And then maybe we can move past that, and I can just be a chick from Baltimore, along with all the other things that I am.

Rumpus:   And people won’t characterize you by your —

Malek:  But we are not past race. And in the United States today, Islam has been racialized. You know, Islam is practiced by blonde people, by Black people, by all kinds of people. But if you say “Muslim,” we think, “brown, kind of swarthy” — we already have a racialized type to go with that.

The Rumpus:  In Patriot Acts, a lot of the narratives are about Americans not being treated as Americans. Like Adama Bah, she says, “I didn’t know I wasn’t an American until I was sixteen and in handcuffs.”

Malek:  She meant it literally.

Rumpus:  That’s true. Well, you kind of grimaced when I quoted her. Why were you reacting that way?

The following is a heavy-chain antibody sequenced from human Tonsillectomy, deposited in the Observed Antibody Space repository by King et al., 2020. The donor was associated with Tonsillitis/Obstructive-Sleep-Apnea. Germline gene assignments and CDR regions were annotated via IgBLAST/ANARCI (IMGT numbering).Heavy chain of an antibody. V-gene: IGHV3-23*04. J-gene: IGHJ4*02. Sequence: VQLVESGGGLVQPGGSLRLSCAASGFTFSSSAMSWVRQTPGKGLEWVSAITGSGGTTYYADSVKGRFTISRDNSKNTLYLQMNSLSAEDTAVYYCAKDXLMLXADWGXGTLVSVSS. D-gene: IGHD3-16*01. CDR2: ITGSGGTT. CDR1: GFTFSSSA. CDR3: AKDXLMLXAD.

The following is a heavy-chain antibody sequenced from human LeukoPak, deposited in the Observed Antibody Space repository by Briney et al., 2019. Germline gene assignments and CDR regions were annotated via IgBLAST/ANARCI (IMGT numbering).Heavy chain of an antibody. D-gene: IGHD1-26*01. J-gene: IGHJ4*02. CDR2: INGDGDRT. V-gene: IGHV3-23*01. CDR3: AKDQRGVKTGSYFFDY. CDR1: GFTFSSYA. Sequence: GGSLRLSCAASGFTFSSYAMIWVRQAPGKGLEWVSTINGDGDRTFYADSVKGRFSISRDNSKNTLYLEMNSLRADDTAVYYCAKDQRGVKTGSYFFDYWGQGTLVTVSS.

Malek:  Because that’s what you don’t want to see happening.

Rumpus:  Right. It’s painful.

Malek:  My vision of the United States is that all these people belong. I think we’re a better country for having them, for welcoming them.

What makes the United States so special is that, from its inception, it was ready — even if it did it badly at points — to absorb new peoples. Without sanitizing the US history of what happened to the Native Americans or how African Americans were brought here as slaves, many of us are here in the U.S. because we chose to be here, and to join in creating American society. Culture here feels more dynamic than anywhere else because we are all active participants in its creation.

And that vision? That place? It can be amazing.

Take New York. I love that I interact with so many people, and everyone’s a New Yorker but everyone’s brought a little piece of somewhere else. And look what it’s created! Is New York not one of the greatest cities in the world? I am biased, of course, because I love New York.